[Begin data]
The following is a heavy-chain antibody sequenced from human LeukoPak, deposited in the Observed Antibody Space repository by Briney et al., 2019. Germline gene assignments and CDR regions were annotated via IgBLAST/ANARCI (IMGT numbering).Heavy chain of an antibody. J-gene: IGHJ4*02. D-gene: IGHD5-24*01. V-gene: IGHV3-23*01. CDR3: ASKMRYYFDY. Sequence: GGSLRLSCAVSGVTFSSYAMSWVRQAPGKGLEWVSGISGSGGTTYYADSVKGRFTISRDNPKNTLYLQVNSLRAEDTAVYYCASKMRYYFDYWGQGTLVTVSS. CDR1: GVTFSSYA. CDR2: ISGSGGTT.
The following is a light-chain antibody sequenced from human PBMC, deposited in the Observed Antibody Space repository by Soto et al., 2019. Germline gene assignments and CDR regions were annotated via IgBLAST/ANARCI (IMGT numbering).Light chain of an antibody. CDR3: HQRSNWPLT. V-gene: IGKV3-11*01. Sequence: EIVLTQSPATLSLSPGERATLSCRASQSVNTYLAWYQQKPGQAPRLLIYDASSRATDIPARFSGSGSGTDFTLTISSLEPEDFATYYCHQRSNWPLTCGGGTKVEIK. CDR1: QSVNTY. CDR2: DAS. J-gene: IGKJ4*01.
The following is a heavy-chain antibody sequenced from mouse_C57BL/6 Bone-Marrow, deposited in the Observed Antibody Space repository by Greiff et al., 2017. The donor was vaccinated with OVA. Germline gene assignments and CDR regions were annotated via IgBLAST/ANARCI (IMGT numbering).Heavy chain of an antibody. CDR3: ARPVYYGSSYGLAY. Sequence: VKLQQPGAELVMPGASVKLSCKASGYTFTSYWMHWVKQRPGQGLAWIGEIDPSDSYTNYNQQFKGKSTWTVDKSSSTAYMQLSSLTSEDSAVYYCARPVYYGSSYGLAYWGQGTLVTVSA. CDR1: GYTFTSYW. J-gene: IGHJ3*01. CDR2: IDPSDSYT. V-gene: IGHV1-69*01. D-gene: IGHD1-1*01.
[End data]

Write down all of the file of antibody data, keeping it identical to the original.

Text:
The following is a heavy-chain antibody sequenced from human LeukoPak, deposited in the Observed Antibody Space repository by Briney et al., 2019. Germline gene assignments and CDR regions were annotated via IgBLAST/ANARCI (IMGT numbering).Heavy chain of an antibody. J-gene: IGHJ4*02. D-gene: IGHD5-24*01. V-gene: IGHV3-23*01. CDR3: ASKMRYYFDY. Sequence: GGSLRLSCAVSGVTFSSYAMSWVRQAPGKGLEWVSGISGSGGTTYYADSVKGRFTISRDNPKNTLYLQVNSLRAEDTAVYYCASKMRYYFDYWGQGTLVTVSS. CDR1: GVTFSSYA. CDR2: ISGSGGTT.
The following is a light-chain antibody sequenced from human PBMC, deposited in the Observed Antibody Space repository by Soto et al., 2019. Germline gene assignments and CDR regions were annotated via IgBLAST/ANARCI (IMGT numbering).Light chain of an antibody. CDR3: HQRSNWPLT. V-gene: IGKV3-11*01. Sequence: EIVLTQSPATLSLSPGERATLSCRASQSVNTYLAWYQQKPGQAPRLLIYDASSRATDIPARFSGSGSGTDFTLTISSLEPEDFATYYCHQRSNWPLTCGGGTKVEIK. CDR1: QSVNTY. CDR2: DAS. J-gene: IGKJ4*01.
The following is a heavy-chain antibody sequenced from mouse_C57BL/6 Bone-Marrow, deposited in the Observed Antibody Space repository by Greiff et al., 2017. The donor was vaccinated with OVA. Germline gene assignments and CDR regions were annotated via IgBLAST/ANARCI (IMGT numbering).Heavy chain of an antibody. CDR3: ARPVYYGSSYGLAY. Sequence: VKLQQPGAELVMPGASVKLSCKASGYTFTSYWMHWVKQRPGQGLAWIGEIDPSDSYTNYNQQFKGKSTWTVDKSSSTAYMQLSSLTSEDSAVYYCARPVYYGSSYGLAYWGQGTLVTVSA. CDR1: GYTFTSYW. J-gene: IGHJ3*01. CDR2: IDPSDSYT. V-gene: IGHV1-69*01. D-gene: IGHD1-1*01.